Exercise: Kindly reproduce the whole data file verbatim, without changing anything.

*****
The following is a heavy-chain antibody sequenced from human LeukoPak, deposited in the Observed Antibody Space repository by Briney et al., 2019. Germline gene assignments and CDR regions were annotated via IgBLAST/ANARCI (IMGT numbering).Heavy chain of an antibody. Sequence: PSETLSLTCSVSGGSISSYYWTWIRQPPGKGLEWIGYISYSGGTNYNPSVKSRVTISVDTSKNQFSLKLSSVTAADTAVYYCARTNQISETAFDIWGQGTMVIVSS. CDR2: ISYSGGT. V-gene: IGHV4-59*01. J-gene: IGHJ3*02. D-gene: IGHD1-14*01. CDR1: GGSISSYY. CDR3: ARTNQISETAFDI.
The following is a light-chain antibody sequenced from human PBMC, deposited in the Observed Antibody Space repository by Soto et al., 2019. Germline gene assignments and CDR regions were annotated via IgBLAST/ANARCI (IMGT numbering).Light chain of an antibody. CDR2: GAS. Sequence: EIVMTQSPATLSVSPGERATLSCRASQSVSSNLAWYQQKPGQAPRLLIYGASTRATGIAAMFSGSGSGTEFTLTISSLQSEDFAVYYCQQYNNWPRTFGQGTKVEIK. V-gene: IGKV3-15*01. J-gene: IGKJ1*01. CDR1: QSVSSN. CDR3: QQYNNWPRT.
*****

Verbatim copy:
The following is a heavy-chain antibody sequenced from human LeukoPak, deposited in the Observed Antibody Space repository by Briney et al., 2019. Germline gene assignments and CDR regions were annotated via IgBLAST/ANARCI (IMGT numbering).Heavy chain of an antibody. Sequence: PSETLSLTCSVSGGSISSYYWTWIRQPPGKGLEWIGYISYSGGTNYNPSVKSRVTISVDTSKNQFSLKLSSVTAADTAVYYCARTNQISETAFDIWGQGTMVIVSS. CDR2: ISYSGGT. V-gene: IGHV4-59*01. J-gene: IGHJ3*02. D-gene: IGHD1-14*01. CDR1: GGSISSYY. CDR3: ARTNQISETAFDI.
The following is a light-chain antibody sequenced from human PBMC, deposited in the Observed Antibody Space repository by Soto et al., 2019. Germline gene assignments and CDR regions were annotated via IgBLAST/ANARCI (IMGT numbering).Light chain of an antibody. CDR2: GAS. Sequence: EIVMTQSPATLSVSPGERATLSCRASQSVSSNLAWYQQKPGQAPRLLIYGASTRATGIAAMFSGSGSGTEFTLTISSLQSEDFAVYYCQQYNNWPRTFGQGTKVEIK. V-gene: IGKV3-15*01. J-gene: IGKJ1*01. CDR1: QSVSSN. CDR3: QQYNNWPRT.